However, if you give them something simple that they can understand in less than a minute, they will feel empowered to use it how they want and start experimenting with their own ideas right away. This can lead to all kinds of exciting new possibilities that may not have been considered before because they were too difficult or time consuming for most people working on the project at hand.

A lot of people talk about the health and longevity of games (and the industry) as a whole, and for good reason. We want to make games that last for generations, or at least a few years. But what about the code that powers those games?

What if we could write code that could last longer than the project it was written for? What if we didn’t have to rewrite the same basic code over and over again every time we made a game?

We’ve all been there. The second we start working on a new game, one of our first tasks is finding out who wrote the engine/framework and what licenses are required. If neither you nor anyone on your team has experience with that engine, then you have to start learning it from scratch. Even if you do have experience writing code in that engine, you still have to go back through your old projects to find where you wrote the exact same features that you need now.

I’ve been thinking about this problem for a long time now, and I think I’ve come up with a solution: create an open source library with reusable, modularized code. It will be called “KevLib”, (“Kev” being my nickname) and it will be written mostly in C++.

Somehow, for the last year and a half, I have been writing about programming. It all started with a few blog posts about the challenges I was facing as a coder. The response from the community was overwhelming and I have been writing ever since.

Today, I will share some of my favorite posts from the past year, including how to scale, how to build something great that doesn’t end up in the trash and how to achieve what so many people are looking for: coding happiness.

I hope that you enjoy these posts as much as I enjoyed writing them. The first post is about what I call “coding happiness”:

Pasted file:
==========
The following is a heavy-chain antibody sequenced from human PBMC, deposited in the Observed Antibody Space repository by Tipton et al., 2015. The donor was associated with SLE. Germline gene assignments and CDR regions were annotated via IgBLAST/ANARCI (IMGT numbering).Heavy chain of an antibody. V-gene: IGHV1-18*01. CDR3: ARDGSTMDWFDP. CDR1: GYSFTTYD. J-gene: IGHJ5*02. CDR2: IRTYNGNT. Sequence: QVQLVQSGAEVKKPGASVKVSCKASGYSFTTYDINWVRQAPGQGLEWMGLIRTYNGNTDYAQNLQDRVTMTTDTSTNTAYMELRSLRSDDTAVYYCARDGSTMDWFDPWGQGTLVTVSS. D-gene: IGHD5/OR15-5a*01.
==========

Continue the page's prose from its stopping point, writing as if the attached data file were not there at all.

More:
The only thing you can control is yourself. And your happiness depends on it. Sometimes it is easy to forget this when we are working in teams where we are not always in control of our own destiny.

But if you focus on one thing: being happy. Then everything else will fall into place: your work, your relationships and your life will be better because of it. This has been my experience so far at least 🙂

What’s the worst part of your job? The long hours, the stress and the crap coffee? Well, quit your whining. At least you’re not a video game programmer.

According to a recent survey by Gamasutra, 28 percent of programmers said their jobs were “unhealthy” and 21 percent said they were “exhausting.”

The survey also found that more than half of programmers work more than 40 hours a week, and about a quarter work more than 60 hours per week (the average is 49). And those are just the ones who admit it.

In his book Game Design: Theory & Practice, Richard Rouse III says that when he was working as a game designer at Ion Storm, the company’s policy was to keep track of employees’ hours but not to publish them on paychecks. “This made it easier for everyone to lie about how many hours they worked,” he wrote.

Rouse says at another company where he worked, employees only got paid time-and-a-half if they worked more than 50 hours a week – so nobody admitted to working more than 50 hours.